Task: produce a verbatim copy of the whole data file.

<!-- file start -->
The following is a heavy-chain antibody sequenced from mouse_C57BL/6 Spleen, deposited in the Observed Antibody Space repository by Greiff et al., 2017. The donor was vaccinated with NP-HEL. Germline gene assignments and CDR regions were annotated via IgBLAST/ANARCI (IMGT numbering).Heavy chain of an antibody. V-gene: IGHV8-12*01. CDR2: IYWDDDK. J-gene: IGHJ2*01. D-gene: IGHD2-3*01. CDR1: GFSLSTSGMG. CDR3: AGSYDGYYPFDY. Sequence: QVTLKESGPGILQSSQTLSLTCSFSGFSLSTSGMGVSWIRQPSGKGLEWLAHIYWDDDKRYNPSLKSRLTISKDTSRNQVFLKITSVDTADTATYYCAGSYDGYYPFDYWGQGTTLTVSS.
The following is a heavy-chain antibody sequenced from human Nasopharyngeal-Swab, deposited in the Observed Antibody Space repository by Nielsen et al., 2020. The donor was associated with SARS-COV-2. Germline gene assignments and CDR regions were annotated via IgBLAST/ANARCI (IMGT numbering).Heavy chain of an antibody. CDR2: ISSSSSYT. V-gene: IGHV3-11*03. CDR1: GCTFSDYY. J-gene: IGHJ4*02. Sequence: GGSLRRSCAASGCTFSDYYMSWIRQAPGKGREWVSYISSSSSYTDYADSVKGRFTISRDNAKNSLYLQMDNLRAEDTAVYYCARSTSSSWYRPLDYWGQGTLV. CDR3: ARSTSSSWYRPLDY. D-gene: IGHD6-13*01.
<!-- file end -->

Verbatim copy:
The following is a heavy-chain antibody sequenced from mouse_C57BL/6 Spleen, deposited in the Observed Antibody Space repository by Greiff et al., 2017. The donor was vaccinated with NP-HEL. Germline gene assignments and CDR regions were annotated via IgBLAST/ANARCI (IMGT numbering).Heavy chain of an antibody. V-gene: IGHV8-12*01. CDR2: IYWDDDK. J-gene: IGHJ2*01. D-gene: IGHD2-3*01. CDR1: GFSLSTSGMG. CDR3: AGSYDGYYPFDY. Sequence: QVTLKESGPGILQSSQTLSLTCSFSGFSLSTSGMGVSWIRQPSGKGLEWLAHIYWDDDKRYNPSLKSRLTISKDTSRNQVFLKITSVDTADTATYYCAGSYDGYYPFDYWGQGTTLTVSS.
The following is a heavy-chain antibody sequenced from human Nasopharyngeal-Swab, deposited in the Observed Antibody Space repository by Nielsen et al., 2020. The donor was associated with SARS-COV-2. Germline gene assignments and CDR regions were annotated via IgBLAST/ANARCI (IMGT numbering).Heavy chain of an antibody. CDR2: ISSSSSYT. V-gene: IGHV3-11*03. CDR1: GCTFSDYY. J-gene: IGHJ4*02. Sequence: GGSLRRSCAASGCTFSDYYMSWIRQAPGKGREWVSYISSSSSYTDYADSVKGRFTISRDNAKNSLYLQMDNLRAEDTAVYYCARSTSSSWYRPLDYWGQGTLV. CDR3: ARSTSSSWYRPLDY. D-gene: IGHD6-13*01.